Well, for me it looks more like fossilized gastropod. The "number" above your right thumb on the first photo is remnant of the dextral coiling typical of gastropods. The hole in the piece can be interpreted as the opening of a shell of an gastropode that has been eroded through.
Norman King April 26, 2012 07:08PM
Knut, with all due respect, you are not very close on this. I have not been able to confirm the existence of a gastropod having such form during the Cretaceous. Moreover, there have never been any gastropods having a circular aperture. That hole is somewhat irregular, and you seem to be trying for a “freebie” to claim it was something that it does not resemble. The hole in the rock is not part of the outline (the “numeral” 6 or 9), so I am mystified as to how you connected those, anyway. I dispute that such an approach is good science. That would be tantamount to saying that a smoothly rounded crystalline material someone asked about is orthoclase, and the fact that it lacks cleavage is a result of abrasion or solution, so lack of visible cleavage doesn’t matter in its identification.

The figure on that rock is an involute cephalopod. I include illustrations of them below. Note that there is a plan view and a cross-sectional view for each one (nautiloid and ammonoid). I also show an involute planispiral gastropod for comparison. It looks OK, except that is an archaic type from the Paleozoic to Triassic (most lived during the earlier part of that time span).

This information is not secret. You can find it in any good geology library. I referred to these sources:

1. Arkell, W. J., et al., 1957, Treatise on Invertebrate Paleontology, Part L, Mollusca 4 (Ammonoidea): Geological Soc. America and Univ. of Kansas Press, 490 p.

2. Shimer, H. W., and Shrock, R. R., 1944, Index Fossils of North America: Cambridge, MA, M.I.T. Press, 837 p. (for the gastropod illustration; a dated reference but readily available and comprehensive enough for amateurs).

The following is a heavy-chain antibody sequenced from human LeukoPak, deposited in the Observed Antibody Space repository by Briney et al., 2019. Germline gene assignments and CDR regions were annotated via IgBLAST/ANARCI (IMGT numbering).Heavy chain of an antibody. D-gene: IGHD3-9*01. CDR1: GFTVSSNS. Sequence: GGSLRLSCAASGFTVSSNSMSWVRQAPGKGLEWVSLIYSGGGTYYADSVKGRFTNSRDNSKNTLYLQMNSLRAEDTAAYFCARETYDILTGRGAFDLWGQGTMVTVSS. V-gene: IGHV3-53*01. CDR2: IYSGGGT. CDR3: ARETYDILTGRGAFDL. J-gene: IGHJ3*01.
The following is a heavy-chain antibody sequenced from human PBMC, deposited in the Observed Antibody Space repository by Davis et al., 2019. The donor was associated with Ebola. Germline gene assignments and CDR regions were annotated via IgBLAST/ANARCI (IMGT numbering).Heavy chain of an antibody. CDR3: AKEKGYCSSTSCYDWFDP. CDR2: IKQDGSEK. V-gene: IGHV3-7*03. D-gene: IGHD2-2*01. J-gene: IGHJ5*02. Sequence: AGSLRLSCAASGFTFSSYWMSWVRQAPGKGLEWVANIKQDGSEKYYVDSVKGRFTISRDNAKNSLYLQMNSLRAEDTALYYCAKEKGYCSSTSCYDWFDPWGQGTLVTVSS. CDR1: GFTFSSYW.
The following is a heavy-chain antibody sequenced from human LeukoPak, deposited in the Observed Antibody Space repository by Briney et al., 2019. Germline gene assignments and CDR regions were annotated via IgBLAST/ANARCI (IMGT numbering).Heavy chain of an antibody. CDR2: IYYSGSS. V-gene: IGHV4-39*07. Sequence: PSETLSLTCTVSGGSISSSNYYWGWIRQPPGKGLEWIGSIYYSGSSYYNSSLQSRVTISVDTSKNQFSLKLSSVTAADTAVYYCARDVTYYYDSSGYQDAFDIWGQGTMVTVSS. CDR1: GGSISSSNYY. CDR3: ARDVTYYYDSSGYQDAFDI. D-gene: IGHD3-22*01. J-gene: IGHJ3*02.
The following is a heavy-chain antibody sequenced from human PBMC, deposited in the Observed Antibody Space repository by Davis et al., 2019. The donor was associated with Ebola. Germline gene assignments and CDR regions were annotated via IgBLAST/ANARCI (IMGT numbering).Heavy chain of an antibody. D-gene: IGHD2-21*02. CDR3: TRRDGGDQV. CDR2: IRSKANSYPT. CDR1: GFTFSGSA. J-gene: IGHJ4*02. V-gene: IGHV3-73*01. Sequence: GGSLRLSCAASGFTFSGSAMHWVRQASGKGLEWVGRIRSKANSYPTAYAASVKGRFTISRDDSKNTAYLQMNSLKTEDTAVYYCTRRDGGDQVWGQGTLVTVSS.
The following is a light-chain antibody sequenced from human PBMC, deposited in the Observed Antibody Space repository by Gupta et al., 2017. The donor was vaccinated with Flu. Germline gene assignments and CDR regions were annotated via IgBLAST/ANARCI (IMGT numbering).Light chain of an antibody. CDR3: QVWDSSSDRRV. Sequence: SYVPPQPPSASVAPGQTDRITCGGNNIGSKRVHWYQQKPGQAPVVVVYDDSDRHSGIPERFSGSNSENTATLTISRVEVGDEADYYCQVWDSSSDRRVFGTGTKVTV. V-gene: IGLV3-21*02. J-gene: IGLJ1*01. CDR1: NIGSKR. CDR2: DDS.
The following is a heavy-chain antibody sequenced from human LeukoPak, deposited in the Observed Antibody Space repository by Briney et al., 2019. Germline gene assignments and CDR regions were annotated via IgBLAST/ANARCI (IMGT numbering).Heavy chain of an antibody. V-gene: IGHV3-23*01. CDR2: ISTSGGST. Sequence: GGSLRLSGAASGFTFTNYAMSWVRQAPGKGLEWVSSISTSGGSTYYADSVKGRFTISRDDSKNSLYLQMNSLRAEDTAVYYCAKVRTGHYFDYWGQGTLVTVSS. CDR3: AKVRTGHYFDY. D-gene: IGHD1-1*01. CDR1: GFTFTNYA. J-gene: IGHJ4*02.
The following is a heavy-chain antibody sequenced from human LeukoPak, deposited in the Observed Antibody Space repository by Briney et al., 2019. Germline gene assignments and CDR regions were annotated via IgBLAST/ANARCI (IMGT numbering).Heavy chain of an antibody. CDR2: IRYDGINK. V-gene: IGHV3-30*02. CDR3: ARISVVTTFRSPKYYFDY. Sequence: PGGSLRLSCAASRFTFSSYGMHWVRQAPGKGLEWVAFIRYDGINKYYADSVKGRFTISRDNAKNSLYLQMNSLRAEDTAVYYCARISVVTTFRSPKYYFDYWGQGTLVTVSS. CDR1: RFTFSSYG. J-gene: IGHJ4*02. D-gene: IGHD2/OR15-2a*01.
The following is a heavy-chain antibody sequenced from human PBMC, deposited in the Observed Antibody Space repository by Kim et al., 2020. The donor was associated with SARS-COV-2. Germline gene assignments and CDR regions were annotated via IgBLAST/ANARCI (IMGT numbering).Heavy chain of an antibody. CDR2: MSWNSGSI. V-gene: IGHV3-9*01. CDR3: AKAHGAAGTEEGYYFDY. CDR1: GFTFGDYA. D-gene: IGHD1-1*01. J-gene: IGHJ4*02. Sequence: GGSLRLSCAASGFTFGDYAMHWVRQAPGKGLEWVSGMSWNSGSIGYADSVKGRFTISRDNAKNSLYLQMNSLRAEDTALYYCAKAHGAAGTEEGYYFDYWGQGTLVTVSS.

3. Teichert, C., et al., 1964, Treatise on Invertebrate Paleontology, Part K, Mollusca 3 (Nautiloidea, etc.): Geological Soc. America and Univ. of Kansas Press, 579 p.

When using those, you have to be sure that the form you choose for the correct identity lived during the proper time (e.g., Early Cretaceous as opposed to Tertiary, etc.) and that it lived in the correct region (e. g., North America rather than Europe or Asia (today’s lands, of course, may have not been so far apart in the past–that needs to be taken into consideration).

So, again with all due respect, I don’t think people (especially those on the Mindat management team) should pretend to be expert commentators on subjects in which they are not particularly knowledgeable. We should give other sciences all the respect they deserve. While it may be true that mistakes in paleontology may not come back to “bite” you (like they might in chemistry or thermodynamics when discussion mineralogical issues), such mistakes may mislead the person who posed the paleontological question. They also suggest we think it is not important to be correct in what we say in other fields. As for me, I think we should provide state-of-the-art commentary in all scientific fields. If we cannot, then we should not risk confusing things with poorly-advised opinions. Any commentary should be left to those who have appropriate expertise.

Edited 2 time(s). Last edit at 04/26/2012 07:57PM by Norman King.
open | download - Eutrophoceras (nautiloid).jpg (170 KB)
open | download - Bucanopsis (gastropod).jpg (48.8 KB)
open | download - Phylloceras (ammonoid).jpg (59.1 KB)
Steve Tguiri April 30, 2012 12:55AM
To all that responded,

Thank you. Your input helped me identify this rock and open up more areas of study for me to explore. It was also very interesting to read the small debate that this raised in concern of properly identifying objects and backing up your observations with references.